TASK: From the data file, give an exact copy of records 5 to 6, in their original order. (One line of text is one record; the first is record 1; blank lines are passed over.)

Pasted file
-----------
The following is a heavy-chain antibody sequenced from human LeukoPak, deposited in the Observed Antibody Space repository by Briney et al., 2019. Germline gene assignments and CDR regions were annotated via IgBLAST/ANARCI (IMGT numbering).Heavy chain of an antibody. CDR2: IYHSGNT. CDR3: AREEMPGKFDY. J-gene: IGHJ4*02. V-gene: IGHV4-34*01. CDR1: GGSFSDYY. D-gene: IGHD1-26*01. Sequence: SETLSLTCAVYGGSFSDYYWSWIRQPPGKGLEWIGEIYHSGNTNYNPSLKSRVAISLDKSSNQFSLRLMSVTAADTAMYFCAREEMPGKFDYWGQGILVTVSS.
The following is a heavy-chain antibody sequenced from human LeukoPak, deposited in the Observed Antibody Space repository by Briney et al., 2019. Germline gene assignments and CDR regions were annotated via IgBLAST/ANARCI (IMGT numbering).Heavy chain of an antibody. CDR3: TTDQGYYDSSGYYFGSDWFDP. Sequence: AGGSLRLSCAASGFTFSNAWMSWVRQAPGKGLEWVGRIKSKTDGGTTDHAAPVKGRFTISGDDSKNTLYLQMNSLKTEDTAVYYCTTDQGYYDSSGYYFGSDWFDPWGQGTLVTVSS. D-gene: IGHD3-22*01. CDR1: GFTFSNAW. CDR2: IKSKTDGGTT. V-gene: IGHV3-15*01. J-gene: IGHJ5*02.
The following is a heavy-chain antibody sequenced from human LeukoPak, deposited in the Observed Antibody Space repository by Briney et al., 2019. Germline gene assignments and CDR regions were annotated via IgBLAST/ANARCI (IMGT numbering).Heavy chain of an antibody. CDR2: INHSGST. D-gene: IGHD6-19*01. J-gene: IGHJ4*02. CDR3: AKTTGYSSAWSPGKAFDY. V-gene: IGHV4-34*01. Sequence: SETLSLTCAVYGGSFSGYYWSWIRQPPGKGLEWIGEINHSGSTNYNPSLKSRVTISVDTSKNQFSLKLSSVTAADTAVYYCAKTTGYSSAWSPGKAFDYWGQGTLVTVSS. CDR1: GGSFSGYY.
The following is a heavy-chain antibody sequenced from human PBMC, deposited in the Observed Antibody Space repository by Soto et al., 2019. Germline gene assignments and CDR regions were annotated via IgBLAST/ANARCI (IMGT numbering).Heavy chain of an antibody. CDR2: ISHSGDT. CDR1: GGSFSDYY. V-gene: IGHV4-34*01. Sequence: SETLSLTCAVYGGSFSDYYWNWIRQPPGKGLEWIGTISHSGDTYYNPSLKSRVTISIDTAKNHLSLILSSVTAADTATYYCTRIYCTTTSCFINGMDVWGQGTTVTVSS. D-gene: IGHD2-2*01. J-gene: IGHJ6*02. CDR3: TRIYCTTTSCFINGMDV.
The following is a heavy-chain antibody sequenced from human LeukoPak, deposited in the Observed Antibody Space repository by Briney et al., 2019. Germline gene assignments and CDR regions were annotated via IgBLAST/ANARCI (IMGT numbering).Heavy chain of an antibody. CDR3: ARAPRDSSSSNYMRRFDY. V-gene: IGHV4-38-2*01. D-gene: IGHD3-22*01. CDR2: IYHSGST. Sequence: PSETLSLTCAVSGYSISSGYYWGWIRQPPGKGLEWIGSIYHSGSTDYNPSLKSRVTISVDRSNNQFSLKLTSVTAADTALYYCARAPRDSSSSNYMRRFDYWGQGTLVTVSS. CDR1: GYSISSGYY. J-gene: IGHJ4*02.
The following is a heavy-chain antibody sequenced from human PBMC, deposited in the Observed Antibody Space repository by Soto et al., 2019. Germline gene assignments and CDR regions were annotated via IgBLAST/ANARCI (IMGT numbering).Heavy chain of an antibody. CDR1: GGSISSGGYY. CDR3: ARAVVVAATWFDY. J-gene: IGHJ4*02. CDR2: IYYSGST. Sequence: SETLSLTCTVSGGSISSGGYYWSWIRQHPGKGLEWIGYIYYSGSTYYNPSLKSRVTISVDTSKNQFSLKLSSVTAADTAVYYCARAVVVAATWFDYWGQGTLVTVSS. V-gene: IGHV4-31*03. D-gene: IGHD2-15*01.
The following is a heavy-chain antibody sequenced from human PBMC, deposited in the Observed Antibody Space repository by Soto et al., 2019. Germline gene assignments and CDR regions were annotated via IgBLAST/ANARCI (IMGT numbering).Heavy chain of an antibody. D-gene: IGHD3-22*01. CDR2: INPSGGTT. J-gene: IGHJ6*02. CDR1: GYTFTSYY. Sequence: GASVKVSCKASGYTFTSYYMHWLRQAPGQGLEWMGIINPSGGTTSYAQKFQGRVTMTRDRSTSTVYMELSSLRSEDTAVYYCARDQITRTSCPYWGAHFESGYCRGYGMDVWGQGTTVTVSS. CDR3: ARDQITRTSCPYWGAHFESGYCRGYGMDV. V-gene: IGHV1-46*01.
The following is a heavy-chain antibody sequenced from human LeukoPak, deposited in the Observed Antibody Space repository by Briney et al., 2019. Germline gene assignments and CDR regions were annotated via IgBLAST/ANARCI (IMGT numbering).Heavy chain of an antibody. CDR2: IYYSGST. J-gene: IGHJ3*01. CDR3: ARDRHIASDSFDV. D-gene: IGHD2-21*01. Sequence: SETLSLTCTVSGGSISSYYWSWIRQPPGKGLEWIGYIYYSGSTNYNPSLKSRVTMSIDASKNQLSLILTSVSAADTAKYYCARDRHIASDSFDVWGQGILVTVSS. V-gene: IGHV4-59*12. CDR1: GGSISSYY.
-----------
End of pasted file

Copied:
The following is a heavy-chain antibody sequenced from human LeukoPak, deposited in the Observed Antibody Space repository by Briney et al., 2019. Germline gene assignments and CDR regions were annotated via IgBLAST/ANARCI (IMGT numbering).Heavy chain of an antibody. CDR3: ARAPRDSSSSNYMRRFDY. V-gene: IGHV4-38-2*01. D-gene: IGHD3-22*01. CDR2: IYHSGST. Sequence: PSETLSLTCAVSGYSISSGYYWGWIRQPPGKGLEWIGSIYHSGSTDYNPSLKSRVTISVDRSNNQFSLKLTSVTAADTALYYCARAPRDSSSSNYMRRFDYWGQGTLVTVSS. CDR1: GYSISSGYY. J-gene: IGHJ4*02.
The following is a heavy-chain antibody sequenced from human PBMC, deposited in the Observed Antibody Space repository by Soto et al., 2019. Germline gene assignments and CDR regions were annotated via IgBLAST/ANARCI (IMGT numbering).Heavy chain of an antibody. CDR1: GGSISSGGYY. CDR3: ARAVVVAATWFDY. J-gene: IGHJ4*02. CDR2: IYYSGST. Sequence: SETLSLTCTVSGGSISSGGYYWSWIRQHPGKGLEWIGYIYYSGSTYYNPSLKSRVTISVDTSKNQFSLKLSSVTAADTAVYYCARAVVVAATWFDYWGQGTLVTVSS. V-gene: IGHV4-31*03. D-gene: IGHD2-15*01.